The humble amphibious cargo ship Durham received its commission more than 51 years ago.
Through the course of its roughly 25-year career, it earned three campaign stars for service in the Vietnam War and did its best to avoid tyrannical COs, indifferent command master chiefs and the toxic internal politics of the pier.
It retired in 1994, threw a shadow box on its wall and was struck from the Naval Vessel Register five years ago.
On Sunday, the ex-Durham provided its final service to the nation when it got shot through and sunk by its active-duty brethren during this year’s Rim of the Pacific, or RIMPAC, naval exercise.
Footage of the sinking exercise, known in Navy-speak as a SINKEX, shows the Durham bobbing along off Hawaii, minding its own business, when several rounds blast into its port side, sending brown and black smoke shooting up through the superstructure and out the starboard.
The Durham is hit several more times in the 40-second video but is not shown sinking into the briny depths.
Such SINKEXs offer crews the closest thing to reality when it comes to targeting and sinking a vessel, according to a Navy release.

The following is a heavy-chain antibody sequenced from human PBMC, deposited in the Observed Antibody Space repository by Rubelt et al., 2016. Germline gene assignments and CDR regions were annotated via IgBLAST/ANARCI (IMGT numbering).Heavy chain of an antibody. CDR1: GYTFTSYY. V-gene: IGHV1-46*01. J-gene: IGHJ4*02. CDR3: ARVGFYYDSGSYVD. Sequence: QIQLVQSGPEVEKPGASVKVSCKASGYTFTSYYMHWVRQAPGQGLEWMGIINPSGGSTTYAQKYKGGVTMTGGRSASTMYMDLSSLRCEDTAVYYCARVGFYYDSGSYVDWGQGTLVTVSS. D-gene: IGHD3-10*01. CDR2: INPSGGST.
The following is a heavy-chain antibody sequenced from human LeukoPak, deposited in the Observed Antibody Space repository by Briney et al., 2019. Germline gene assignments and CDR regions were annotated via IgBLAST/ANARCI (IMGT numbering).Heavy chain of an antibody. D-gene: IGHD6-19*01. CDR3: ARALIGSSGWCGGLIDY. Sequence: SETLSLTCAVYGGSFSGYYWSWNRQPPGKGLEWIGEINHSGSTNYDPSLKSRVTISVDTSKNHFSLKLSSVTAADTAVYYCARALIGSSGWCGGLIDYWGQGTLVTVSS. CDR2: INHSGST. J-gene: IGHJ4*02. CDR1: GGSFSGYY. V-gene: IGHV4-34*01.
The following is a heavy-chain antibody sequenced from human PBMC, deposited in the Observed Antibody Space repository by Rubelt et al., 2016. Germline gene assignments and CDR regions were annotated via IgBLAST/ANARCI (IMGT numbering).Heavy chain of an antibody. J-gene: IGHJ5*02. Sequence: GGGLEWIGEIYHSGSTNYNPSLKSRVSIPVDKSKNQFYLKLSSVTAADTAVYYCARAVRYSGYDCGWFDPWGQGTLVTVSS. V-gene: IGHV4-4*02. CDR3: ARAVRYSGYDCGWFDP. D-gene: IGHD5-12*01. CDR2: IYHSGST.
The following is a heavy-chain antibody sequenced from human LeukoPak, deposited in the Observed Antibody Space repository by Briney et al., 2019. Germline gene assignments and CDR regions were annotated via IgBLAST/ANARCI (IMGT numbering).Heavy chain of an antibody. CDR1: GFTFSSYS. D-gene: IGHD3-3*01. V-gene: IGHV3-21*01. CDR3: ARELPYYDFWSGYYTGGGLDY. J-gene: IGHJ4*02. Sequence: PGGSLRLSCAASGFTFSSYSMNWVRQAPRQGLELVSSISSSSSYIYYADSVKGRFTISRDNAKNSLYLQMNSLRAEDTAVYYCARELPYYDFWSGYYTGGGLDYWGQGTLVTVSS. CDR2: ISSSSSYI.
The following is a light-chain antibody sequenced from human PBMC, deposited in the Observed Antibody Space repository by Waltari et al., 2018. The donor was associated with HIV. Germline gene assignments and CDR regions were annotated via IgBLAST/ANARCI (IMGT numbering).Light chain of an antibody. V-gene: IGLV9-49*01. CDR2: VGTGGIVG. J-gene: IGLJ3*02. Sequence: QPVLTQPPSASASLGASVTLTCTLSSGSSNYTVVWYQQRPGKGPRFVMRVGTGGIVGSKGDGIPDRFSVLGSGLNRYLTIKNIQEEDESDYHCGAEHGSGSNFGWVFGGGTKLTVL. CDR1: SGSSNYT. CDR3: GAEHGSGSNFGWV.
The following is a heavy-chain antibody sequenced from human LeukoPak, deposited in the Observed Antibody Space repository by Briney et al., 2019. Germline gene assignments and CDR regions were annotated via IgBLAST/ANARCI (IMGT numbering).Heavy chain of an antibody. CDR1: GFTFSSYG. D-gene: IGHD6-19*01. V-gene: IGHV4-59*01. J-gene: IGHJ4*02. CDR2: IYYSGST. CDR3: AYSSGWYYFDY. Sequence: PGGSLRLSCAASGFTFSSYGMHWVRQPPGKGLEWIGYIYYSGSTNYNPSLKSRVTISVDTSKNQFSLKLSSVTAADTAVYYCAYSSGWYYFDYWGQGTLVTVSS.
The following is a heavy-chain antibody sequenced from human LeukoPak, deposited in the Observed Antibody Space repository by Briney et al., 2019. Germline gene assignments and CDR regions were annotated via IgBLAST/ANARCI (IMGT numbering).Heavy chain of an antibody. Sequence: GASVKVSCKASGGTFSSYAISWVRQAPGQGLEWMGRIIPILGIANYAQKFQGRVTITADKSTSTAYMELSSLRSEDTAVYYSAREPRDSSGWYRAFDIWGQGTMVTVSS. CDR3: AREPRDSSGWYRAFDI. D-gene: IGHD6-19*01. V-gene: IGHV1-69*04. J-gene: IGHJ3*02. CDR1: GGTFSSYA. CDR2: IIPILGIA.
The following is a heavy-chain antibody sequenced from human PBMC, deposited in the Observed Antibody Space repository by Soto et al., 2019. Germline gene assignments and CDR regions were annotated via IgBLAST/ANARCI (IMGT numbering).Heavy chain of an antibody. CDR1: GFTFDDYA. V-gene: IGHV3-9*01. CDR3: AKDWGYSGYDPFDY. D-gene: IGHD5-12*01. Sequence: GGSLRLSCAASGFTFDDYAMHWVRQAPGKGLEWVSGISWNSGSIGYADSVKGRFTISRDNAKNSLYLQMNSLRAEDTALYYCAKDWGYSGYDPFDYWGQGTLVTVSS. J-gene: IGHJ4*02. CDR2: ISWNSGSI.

“Simulation is a critical part of our training, but there is nothing better than to conduct live fire training,” Royal Australian Navy Capt. Phillipa Hay, the commander of RIMPAC 2020′s Task Force One, said in a statement.
Ten nations, 22 surface ships, a sub and about 5,300 personnel took part in this year’s RIMPAC, which spanned the last two weeks of August and took place entirely at sea to mitigate COVID-19.
Defense Secretary Mark Esper visited the amphibious assault ship Essex on Wednesday, part of a much scaled-down Rim of the Pacific exercise.
To sink former Navy vessels like the ex-Durham, now known as a hulk, officials must adhere to environmental regulations and sink the vessel in at least 6,000 feet of water, 50 or more nautical miles from land, according to the Navy.
“Surveys are conducted to ensure people and marine mammals are not in an area where they could be harmed during the event,” the Navy said.
Hulks like the Durham are thoroughly cleaned and stripped of potential pollutants before they are sunk as well, according to the Navy.
Thank you for your service to this nation, ex-Durham. Fair winds and following seas.